Fresh strawberries are just the start of the fresh produce you can fill up on at Akers. Each year Evers reserves a couple of rows and rotates crops in them depending on what mood he’s in each season. This year he plans to offer pick-your-own vine ripe tomatoes and green bell peppers. In past seasons locals have ventured to the farm to haul off fresh zipper peas, silver queen corn, blackberries and squash by the bushel.

No matter which berry you like best, make plans this summer to head to one of these local farms, so you can check off this fun family adventure from your “bucket list.”

Why A BlueBerry Makes Us Happy

Just in time for National Blueberry Month (July), we dig deep to uncover just why the nation is in love with this particular “super” fruit.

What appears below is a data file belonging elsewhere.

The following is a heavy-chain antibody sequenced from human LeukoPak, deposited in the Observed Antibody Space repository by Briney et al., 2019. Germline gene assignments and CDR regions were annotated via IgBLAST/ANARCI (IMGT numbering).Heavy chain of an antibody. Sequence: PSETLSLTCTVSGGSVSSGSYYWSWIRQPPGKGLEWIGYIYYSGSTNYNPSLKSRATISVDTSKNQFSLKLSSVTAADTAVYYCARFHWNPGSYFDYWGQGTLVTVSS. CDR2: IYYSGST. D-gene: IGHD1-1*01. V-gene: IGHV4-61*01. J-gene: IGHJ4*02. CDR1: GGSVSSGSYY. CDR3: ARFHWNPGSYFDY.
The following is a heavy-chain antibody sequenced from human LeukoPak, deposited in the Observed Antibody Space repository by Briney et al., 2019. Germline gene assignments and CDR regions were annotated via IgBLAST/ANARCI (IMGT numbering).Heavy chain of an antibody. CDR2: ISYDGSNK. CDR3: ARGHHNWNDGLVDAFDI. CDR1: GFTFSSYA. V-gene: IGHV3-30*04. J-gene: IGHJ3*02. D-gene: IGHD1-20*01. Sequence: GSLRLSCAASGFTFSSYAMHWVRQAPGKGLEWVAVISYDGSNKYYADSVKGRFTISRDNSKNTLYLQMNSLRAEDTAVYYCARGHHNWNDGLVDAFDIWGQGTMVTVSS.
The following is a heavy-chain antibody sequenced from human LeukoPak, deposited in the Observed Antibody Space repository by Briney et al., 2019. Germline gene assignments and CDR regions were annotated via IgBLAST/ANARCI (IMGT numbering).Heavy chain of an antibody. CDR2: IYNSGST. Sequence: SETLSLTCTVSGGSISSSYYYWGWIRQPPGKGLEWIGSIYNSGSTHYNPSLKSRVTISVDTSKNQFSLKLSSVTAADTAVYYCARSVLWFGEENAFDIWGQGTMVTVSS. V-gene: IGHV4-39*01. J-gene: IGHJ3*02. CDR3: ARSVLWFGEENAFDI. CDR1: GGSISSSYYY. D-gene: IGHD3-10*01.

The blueberries are small but mighty. Botanists estimate blueberries burst onto the scene more than 13,000 years ago. This little berry has deep roots in our country’s history. When Europeans arrived on the continent, the Native Americans were already enjoying blueberries year-round. They dried blueberries in the sun and added them whole to soups, stews and meat, or crushed them into a powder rubbed into meat as a preservative. According to legend, Native Americans gave blueberries to the pilgrims to help them make it through their first winter as both a nutritional food and medicinal treatment to improve eyesight and help with relaxation in childbirth.